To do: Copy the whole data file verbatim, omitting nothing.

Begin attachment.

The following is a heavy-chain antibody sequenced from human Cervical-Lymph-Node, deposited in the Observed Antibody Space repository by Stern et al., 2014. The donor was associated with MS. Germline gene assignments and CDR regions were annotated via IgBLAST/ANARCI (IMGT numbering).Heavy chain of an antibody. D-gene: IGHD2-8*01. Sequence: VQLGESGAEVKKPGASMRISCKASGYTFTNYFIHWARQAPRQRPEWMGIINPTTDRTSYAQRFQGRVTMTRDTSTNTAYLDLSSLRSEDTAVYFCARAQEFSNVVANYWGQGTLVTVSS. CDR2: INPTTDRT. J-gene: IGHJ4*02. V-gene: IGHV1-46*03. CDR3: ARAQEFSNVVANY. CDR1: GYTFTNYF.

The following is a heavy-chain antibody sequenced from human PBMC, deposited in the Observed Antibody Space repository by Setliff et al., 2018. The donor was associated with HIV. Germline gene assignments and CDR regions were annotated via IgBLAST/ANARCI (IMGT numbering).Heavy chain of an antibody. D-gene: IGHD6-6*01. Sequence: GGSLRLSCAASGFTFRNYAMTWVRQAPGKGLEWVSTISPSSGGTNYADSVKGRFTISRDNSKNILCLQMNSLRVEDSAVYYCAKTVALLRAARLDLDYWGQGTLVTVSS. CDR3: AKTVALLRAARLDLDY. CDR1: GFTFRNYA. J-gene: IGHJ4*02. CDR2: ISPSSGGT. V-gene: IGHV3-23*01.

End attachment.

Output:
The following is a heavy-chain antibody sequenced from human Cervical-Lymph-Node, deposited in the Observed Antibody Space repository by Stern et al., 2014. The donor was associated with MS. Germline gene assignments and CDR regions were annotated via IgBLAST/ANARCI (IMGT numbering).Heavy chain of an antibody. D-gene: IGHD2-8*01. Sequence: VQLGESGAEVKKPGASMRISCKASGYTFTNYFIHWARQAPRQRPEWMGIINPTTDRTSYAQRFQGRVTMTRDTSTNTAYLDLSSLRSEDTAVYFCARAQEFSNVVANYWGQGTLVTVSS. CDR2: INPTTDRT. J-gene: IGHJ4*02. V-gene: IGHV1-46*03. CDR3: ARAQEFSNVVANY. CDR1: GYTFTNYF.

The following is a heavy-chain antibody sequenced from human PBMC, deposited in the Observed Antibody Space repository by Setliff et al., 2018. The donor was associated with HIV. Germline gene assignments and CDR regions were annotated via IgBLAST/ANARCI (IMGT numbering).Heavy chain of an antibody. D-gene: IGHD6-6*01. Sequence: GGSLRLSCAASGFTFRNYAMTWVRQAPGKGLEWVSTISPSSGGTNYADSVKGRFTISRDNSKNILCLQMNSLRVEDSAVYYCAKTVALLRAARLDLDYWGQGTLVTVSS. CDR3: AKTVALLRAARLDLDY. CDR1: GFTFRNYA. J-gene: IGHJ4*02. CDR2: ISPSSGGT. V-gene: IGHV3-23*01.